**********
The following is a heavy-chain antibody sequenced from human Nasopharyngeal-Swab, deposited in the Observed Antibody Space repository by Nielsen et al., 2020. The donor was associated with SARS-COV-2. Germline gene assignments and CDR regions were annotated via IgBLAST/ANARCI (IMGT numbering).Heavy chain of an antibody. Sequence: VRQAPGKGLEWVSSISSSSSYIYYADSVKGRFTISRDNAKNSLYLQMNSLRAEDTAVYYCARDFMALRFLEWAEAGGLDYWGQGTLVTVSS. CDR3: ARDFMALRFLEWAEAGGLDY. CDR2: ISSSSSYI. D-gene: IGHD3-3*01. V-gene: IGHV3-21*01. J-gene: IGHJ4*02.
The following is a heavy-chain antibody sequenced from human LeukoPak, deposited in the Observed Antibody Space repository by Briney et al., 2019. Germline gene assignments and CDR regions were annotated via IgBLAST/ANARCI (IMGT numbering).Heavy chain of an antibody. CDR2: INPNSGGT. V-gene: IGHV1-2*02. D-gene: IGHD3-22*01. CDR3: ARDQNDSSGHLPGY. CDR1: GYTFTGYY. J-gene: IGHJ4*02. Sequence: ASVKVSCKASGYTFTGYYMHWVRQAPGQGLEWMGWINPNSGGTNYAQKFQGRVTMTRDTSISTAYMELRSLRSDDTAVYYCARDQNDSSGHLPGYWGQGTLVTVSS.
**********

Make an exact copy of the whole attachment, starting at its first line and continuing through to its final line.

The following is a heavy-chain antibody sequenced from human Nasopharyngeal-Swab, deposited in the Observed Antibody Space repository by Nielsen et al., 2020. The donor was associated with SARS-COV-2. Germline gene assignments and CDR regions were annotated via IgBLAST/ANARCI (IMGT numbering).Heavy chain of an antibody. Sequence: VRQAPGKGLEWVSSISSSSSYIYYADSVKGRFTISRDNAKNSLYLQMNSLRAEDTAVYYCARDFMALRFLEWAEAGGLDYWGQGTLVTVSS. CDR3: ARDFMALRFLEWAEAGGLDY. CDR2: ISSSSSYI. D-gene: IGHD3-3*01. V-gene: IGHV3-21*01. J-gene: IGHJ4*02.
The following is a heavy-chain antibody sequenced from human LeukoPak, deposited in the Observed Antibody Space repository by Briney et al., 2019. Germline gene assignments and CDR regions were annotated via IgBLAST/ANARCI (IMGT numbering).Heavy chain of an antibody. CDR2: INPNSGGT. V-gene: IGHV1-2*02. D-gene: IGHD3-22*01. CDR3: ARDQNDSSGHLPGY. CDR1: GYTFTGYY. J-gene: IGHJ4*02. Sequence: ASVKVSCKASGYTFTGYYMHWVRQAPGQGLEWMGWINPNSGGTNYAQKFQGRVTMTRDTSISTAYMELRSLRSDDTAVYYCARDQNDSSGHLPGYWGQGTLVTVSS.